Our work focuses on understanding how obesity drives the development of type 2 diabetes and cardiovascular disease. Specifically, it aims to decipher molecular determinants of adipocyte number and distribution within the body; key factors of susceptibility to obesity-associated cardiometabolic diseases. To achieve this, we employ human genetic and physiological approaches, coupled with functional studies in human adipose cells and model organisms.
Adipose tissue plays a central role in the control of glucose and lipid metabolism. Firstly, it provides a safe depot for excess calorie storage as triglycerides, thereby protecting extra-adipose tissues from ectopic fat deposition and lipotoxicity. Secondly, it directly regulates systemic energy balance and insulin sensitivity via the secretion of hormones e.g. leptin and adiponectin. Adipose tissue expands through an increase in adipocyte number (hyperplasia) or size (hypertrophy). Hyperplastic adipose tissue growth is mediated via new adipocyte generation and is associated with a healthy metabolic profile especially when involving the gluteofemoral depot. In contrast, adipocyte hypertrophy results in adipose tissue dysfunction and metabolic disease.
We have a longstanding interest on the role of WNTs, a family of growth factors, in the regulation of adipose tissue biology. By studying subjects with rare gain-of-function mutations in the WNT co-receptor LRP5, we showed that these variants are associated with increased gluteofemoral fat mass and enhanced whole-body insulin sensitivity. Notably, LRP5 is a drug target for osteoporosis treatment illustrating the translational value of this research. Another lab focus is in translating genetic association signals for fat distribution into mechanisms for adipose tissue expansion. Using this approach, we recently showed that RSPO3, a stem cell growth factor potentiating WNT signalling, promotes upper-body fat distribution. Ongoing work along the same lines is investigating the role of Hedgehog and TGF-beta signalling in the regulation of adipocyte number, distribution, and function.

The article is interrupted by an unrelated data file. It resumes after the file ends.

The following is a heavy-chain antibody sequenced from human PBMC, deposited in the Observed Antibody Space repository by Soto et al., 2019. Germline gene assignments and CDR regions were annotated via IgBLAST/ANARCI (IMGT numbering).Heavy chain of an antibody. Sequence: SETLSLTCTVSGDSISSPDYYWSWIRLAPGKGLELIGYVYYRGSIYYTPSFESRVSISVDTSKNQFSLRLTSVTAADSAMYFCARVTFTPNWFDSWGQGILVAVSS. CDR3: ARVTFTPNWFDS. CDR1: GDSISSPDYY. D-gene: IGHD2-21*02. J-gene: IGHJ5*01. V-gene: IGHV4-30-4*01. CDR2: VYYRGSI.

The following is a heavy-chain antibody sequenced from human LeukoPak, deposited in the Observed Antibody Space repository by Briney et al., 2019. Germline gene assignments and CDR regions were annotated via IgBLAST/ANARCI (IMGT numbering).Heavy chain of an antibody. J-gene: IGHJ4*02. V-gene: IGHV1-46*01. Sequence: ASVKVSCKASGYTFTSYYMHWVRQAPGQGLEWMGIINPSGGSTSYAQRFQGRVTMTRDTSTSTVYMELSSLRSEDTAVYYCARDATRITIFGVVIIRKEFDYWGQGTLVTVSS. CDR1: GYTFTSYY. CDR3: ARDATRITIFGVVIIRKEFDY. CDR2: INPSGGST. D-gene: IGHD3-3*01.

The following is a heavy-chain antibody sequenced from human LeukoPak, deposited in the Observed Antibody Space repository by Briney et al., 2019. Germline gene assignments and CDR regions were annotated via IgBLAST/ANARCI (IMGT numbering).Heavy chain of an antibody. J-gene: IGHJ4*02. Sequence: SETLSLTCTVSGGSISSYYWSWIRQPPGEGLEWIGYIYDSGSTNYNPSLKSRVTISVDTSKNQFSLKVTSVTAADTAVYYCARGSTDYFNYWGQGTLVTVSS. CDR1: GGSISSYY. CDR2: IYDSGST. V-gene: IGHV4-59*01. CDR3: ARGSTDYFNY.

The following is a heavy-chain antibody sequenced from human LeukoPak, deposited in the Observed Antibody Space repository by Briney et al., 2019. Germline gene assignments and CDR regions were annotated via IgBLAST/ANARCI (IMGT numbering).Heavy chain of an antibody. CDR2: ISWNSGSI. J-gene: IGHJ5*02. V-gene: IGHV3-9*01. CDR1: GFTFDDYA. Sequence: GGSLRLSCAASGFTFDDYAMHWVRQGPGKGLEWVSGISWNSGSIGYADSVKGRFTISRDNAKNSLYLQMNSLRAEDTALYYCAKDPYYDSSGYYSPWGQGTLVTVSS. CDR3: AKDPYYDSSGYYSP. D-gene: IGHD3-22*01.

Mammals possess two adipocyte types; white adipocytes which store energy and brown adipocytes which dissipate energy as heat. A promising approach to treating obesity and related diseases is to stimulate energy expenditure by increasing the number and/or activity of brown adipocytes. To decipher the role of human brown fat in systemic metabolism we have generated immortalised human brown preadipocytes. Additionally, we are generating single cell RNA-sequencing data from human brown fat. Using these tools/resources we aim to unravel causal variants and genes acting in brown adipocytes to alter genetic susceptibility to obesity and related diseases.
The successful candidate will pursue a project linked to the above lines of investigation.
Additional supervision will be provided by Professor Fredrik Karpe.
Training will be provided in the following areas:
· Human adipose cell culture.
· Gene knock-down, knock-out, over-expression, editing (CRISPR) in immortalised human fat progenitors.
· Functional studies in adipose progenitors e.g. differentiation, proliferation, apoptosis.
· Functional studies in adipocytes e.g. glucose uptake, lipolysis.
· Promoter-reporter assays.
· Adipose tissue histology.
· Designing and executing small-scale experimental human studies.
Students are encouraged to attend the MRC Weatherall Institute of Molecular Medicine DPhil Course, which takes place in the autumn of their first year. Running over several days, this course helps students to develop basic research and presentation skills, as well as introducing them to a wide range of scientific techniques and principles, ensuring that students have the opportunity to build a broad-based understanding of differing research methodologies.
Generic skills training is offered through the Medical Sciences Division's Skills Training Programme. This programme offers a comprehensive range of courses covering many important areas of researcher development: knowledge and intellectual abilities, personal effectiveness, research governance and organisation, and engagement, influence, and impact. Students are actively encouraged to take advantage of the training opportunities available to them.
As well as the specific training detailed above, students will have access to a wide range of seminars and training opportunities through the many research institutes and centres based in Oxford.
The Department has a successful mentoring scheme, open to graduate students, which provides an additional possible channel for personal and professional development outside the regular supervisory framework. We hold an Athena SWAN Silver Award in recognition of our efforts to build a happy and rewarding environment where all staff and students are supported to achieve their full potential.